Aired: December 20, 2008

Ten Cents a Dance

During and despite the Great Depression, the entertainment industry was working overtime.  The roughest years in American history produced what many consider the greatest era of popular music.  Elliot Majerczyk (Virginia Foundation for the Humanities) looks at the songs that became the soundtrack of the ‘lost generation’ and helped pull America through the hard times. He says that given the state of the economy, we may get to hear more songs like these in the near future.  Also:  Nigel Sellars (Christopher Newport University) and Eric Rauchway explain that Roosevelt’s New Deal originally focused on regulation and stimulating the industrial economy.  It was not until 1935 when the Second New Deal began putting millions of people to work that most Americans felt relief from the Great Depression.


1 Comment on “Ten Cents a Dance”

  1. Elizabeth Tuttle

    Dr. Sellars was my prof while I was at CNU. He is a great man and he and his wife Nancy have both become wonderful friends. He was a caring professor that I knew I could go to, but who would also still be fair.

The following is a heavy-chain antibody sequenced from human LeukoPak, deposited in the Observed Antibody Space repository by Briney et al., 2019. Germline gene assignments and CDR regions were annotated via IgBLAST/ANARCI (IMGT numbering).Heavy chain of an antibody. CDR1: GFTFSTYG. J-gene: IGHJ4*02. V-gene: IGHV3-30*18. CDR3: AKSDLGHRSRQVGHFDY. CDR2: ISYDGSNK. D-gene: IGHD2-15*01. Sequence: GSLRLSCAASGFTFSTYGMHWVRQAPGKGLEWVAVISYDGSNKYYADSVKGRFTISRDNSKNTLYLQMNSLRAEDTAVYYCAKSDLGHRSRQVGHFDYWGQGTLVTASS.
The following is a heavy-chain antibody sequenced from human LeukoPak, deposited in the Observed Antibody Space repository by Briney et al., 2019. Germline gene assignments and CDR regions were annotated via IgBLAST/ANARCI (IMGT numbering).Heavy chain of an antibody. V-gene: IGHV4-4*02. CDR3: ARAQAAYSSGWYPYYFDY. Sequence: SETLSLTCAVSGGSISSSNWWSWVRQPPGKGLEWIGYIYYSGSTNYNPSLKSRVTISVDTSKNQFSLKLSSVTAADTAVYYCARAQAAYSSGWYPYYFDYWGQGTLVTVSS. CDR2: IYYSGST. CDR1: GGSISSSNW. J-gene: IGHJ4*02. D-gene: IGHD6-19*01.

The Depression is certainly not one of the bright spots of history, but it was very important because, like any tragedy, it shows us what we really would do in the worst case scenario and gives the chance for the best in humanity to shine through. One of the key things about history I learned in Dr. Sellar’s and the other CNU professors’ classes is that the details tell us more about people and their mindset than any “great” chronicle. The themes of best-selling novels, the most popular songs or lyrics, the most common foods, even how women wore their hair or adjusted their hemlines all tell us about the psychology/sociology behind the “big” events and periods of history.

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